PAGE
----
Students will gain a strong understanding of safe handling of performance horses. At the completion of this course, students will recognize identified behaviours and understand body language of horses. Applied learning opportunities will be a part of this course, including round pen work, lunging, safe horse handling and ground driving.
This course covers the basic duties and responsibilities required to care for performance horses and work in a horse facility. As part of this course, students will be responsible for the maintenance and care of the horses in the facility. Students will learn occupational health and safety, bio-security, handling crisis situations and the economics of maintaining a barn and horses.
This course will provide an understanding of basic diseases, nutrition, record keeping and various aspects pertaining to performance horse health and wellness. Topics covered in this course will include: horse health check, parasite control, hoof care, skin care, grooming and other key factors to maintaining the welfare of performance horses.
Students will learn about the major systems of a horse (digestive, respiratory, reproductive, musculoskeletal and nervous). Students will learn how to deal with various problems related to performance horses as well as how to identify them, including: lameness, heat stress, and abnormal health issues that may arise. The course will provide knowledge on preventing disease and following health protocols.
This course will help students learn how to maintain facilities. Through applied learning opportunities, students will be taught how to operate such equipment as tractors, track conditioners, and trailers safely. Students will also learn about establishing and managing pastures.
This course will provide students with the skills required to explore employment in the performance horse industry. The opportunity to work on networking and interview skills as well as resume writing will give students an edge when looking for careers after graduation.
Students will participate in a two-week, 70-hour off-campus training and evaluation period at the conclusion of their first semester. The location must be one in which students have not worked or volunteered previously. Students will put into practice the skills that have been taught during the first semester of academic training and are assessed by a facility manger/owner. Students are required to keep a journal, as well as a checklist of skills they are performing. The placement must be satisfactorily completed to be eligible to continue in the program.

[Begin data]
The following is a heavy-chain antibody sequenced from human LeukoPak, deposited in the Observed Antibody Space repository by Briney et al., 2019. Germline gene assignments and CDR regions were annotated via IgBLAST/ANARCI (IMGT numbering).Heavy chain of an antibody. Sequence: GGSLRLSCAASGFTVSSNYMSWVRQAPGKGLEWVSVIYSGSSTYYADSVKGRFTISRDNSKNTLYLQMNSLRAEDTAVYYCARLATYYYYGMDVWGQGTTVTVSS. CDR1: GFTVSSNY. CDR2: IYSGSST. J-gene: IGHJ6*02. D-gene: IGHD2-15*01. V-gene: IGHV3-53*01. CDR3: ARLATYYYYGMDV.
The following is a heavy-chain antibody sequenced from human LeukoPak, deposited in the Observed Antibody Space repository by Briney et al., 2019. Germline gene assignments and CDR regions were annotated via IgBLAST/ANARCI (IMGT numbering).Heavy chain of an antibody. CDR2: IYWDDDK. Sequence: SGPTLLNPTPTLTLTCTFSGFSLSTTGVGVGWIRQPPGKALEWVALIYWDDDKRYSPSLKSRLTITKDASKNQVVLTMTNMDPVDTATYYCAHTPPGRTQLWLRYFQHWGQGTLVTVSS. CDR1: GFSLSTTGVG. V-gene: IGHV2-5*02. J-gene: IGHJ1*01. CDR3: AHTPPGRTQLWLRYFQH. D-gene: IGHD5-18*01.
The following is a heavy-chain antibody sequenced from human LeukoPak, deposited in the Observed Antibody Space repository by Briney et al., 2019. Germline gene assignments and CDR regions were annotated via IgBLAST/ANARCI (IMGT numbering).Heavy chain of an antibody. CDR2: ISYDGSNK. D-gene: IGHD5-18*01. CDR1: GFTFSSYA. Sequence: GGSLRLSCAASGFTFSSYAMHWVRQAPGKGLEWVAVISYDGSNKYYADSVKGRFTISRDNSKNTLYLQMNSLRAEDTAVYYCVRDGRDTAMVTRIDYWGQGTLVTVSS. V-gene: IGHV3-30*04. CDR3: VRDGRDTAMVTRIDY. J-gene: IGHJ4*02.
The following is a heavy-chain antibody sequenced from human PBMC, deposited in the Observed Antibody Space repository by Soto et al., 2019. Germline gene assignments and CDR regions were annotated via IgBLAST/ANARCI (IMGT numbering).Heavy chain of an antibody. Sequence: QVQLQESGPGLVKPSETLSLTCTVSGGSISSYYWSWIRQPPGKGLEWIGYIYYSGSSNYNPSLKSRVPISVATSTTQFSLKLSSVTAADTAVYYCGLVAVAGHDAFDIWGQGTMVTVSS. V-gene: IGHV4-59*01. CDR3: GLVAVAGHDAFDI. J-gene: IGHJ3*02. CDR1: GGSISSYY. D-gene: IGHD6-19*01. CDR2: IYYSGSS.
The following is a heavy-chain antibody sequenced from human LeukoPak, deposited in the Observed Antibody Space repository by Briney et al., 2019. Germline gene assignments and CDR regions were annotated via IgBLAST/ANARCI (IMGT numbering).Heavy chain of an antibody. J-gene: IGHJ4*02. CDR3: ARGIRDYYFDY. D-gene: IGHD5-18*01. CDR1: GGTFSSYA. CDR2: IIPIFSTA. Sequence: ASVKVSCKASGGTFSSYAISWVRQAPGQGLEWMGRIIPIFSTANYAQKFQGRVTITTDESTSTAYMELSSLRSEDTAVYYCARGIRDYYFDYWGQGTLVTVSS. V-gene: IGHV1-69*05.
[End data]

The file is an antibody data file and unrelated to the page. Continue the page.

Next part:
Students will build on the knowledge gained in their first semester and have an opportunity to work with young, green or problem horses. This course will teach students about loading and unloading performance horses on trailers. Students will learn about turnout and preparing horses for sales. Students will practice lunging, round pen work and ground driving.
Students will build on many of the skills learned in the first semester but also add to the tasks they can perform in this class. Students will be actively involved in the chores and maintenance of the facility in this course. This course will teach grooming and clipping, using restraints, using blankets and boots correctly, and understanding how to assist vets, farriers and other members of the herd health team.
This course will provide learning opportunities in managing healthy environments and understanding shelter requirements. Students will gain a strong knowledge of bio-security in the barn including isolation, cleanliness, horse management, early detection, reportable disease and import-export requirements. Students will learn how to perform dental care and become familiar with diagnostic tools and techniques.
This course will build on the student's knowledge from first semester. The focus of this semester will be the more internal systems of the horse. Students will study the cardiovascular and respiratory systems and their importance for performance. The digestive system will be a major focus as students trace the pathway of food from the oral cavity throughout the length of the digestive system. Students will study the teeth of the horse as well as judging age in horses through examination of their teeth. The nervous and reproductive systems will be studied along with the integument, renal, and lymphatic systems. Students will gain an understanding of the anatomy of wound healing and the effects of scar tissue on performance.
Students will learn basic business skills, including the finances of running a business. An understanding of regulations, record keeping, ethics, professionalism, employment contracts and tax implications will be covered in this course.
Students will have applied learning opportunities with standardbred horses at Clinton Racetrack. The course will explore conditioning methods in the classroom that will be applied during the hands-on learning with the horses.
Students will participate in a Four-week, 140 hour off-campus training and evaluation period at the conclusion of their second semester. The location must be one in which they have not worked or volunteered previously. This placement must be in a different area of the equine industry than was experienced during Industry Placement I. Students will put into practice the skills that have been taught throughout the year, and are assessed by a facility manger/owner. Students are required to keep a checklist of skills they are performing. At the completion of their work placement, they will complete a report on their practice location. The placement must be satisfactorily completed to be eligible to graduate from the program.